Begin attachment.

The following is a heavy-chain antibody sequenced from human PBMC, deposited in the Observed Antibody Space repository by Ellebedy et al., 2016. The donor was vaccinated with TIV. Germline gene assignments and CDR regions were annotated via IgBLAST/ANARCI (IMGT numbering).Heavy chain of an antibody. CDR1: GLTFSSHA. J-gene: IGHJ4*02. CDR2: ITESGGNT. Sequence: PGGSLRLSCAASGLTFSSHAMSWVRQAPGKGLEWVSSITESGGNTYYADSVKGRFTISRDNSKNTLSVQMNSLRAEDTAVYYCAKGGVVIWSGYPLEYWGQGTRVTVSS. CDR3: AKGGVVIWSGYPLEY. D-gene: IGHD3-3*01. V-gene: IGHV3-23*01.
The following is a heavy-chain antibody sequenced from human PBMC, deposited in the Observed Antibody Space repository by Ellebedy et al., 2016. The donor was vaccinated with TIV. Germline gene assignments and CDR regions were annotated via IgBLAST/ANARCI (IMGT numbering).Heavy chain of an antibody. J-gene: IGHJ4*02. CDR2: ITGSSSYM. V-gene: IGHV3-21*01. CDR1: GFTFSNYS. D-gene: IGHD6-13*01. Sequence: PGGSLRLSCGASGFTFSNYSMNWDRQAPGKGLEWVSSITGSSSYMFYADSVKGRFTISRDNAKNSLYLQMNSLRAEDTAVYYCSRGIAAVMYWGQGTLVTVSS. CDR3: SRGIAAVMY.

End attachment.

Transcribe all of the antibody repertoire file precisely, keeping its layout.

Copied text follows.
The following is a heavy-chain antibody sequenced from human PBMC, deposited in the Observed Antibody Space repository by Ellebedy et al., 2016. The donor was vaccinated with TIV. Germline gene assignments and CDR regions were annotated via IgBLAST/ANARCI (IMGT numbering).Heavy chain of an antibody. CDR1: GLTFSSHA. J-gene: IGHJ4*02. CDR2: ITESGGNT. Sequence: PGGSLRLSCAASGLTFSSHAMSWVRQAPGKGLEWVSSITESGGNTYYADSVKGRFTISRDNSKNTLSVQMNSLRAEDTAVYYCAKGGVVIWSGYPLEYWGQGTRVTVSS. CDR3: AKGGVVIWSGYPLEY. D-gene: IGHD3-3*01. V-gene: IGHV3-23*01.
The following is a heavy-chain antibody sequenced from human PBMC, deposited in the Observed Antibody Space repository by Ellebedy et al., 2016. The donor was vaccinated with TIV. Germline gene assignments and CDR regions were annotated via IgBLAST/ANARCI (IMGT numbering).Heavy chain of an antibody. J-gene: IGHJ4*02. CDR2: ITGSSSYM. V-gene: IGHV3-21*01. CDR1: GFTFSNYS. D-gene: IGHD6-13*01. Sequence: PGGSLRLSCGASGFTFSNYSMNWDRQAPGKGLEWVSSITGSSSYMFYADSVKGRFTISRDNAKNSLYLQMNSLRAEDTAVYYCSRGIAAVMYWGQGTLVTVSS. CDR3: SRGIAAVMY.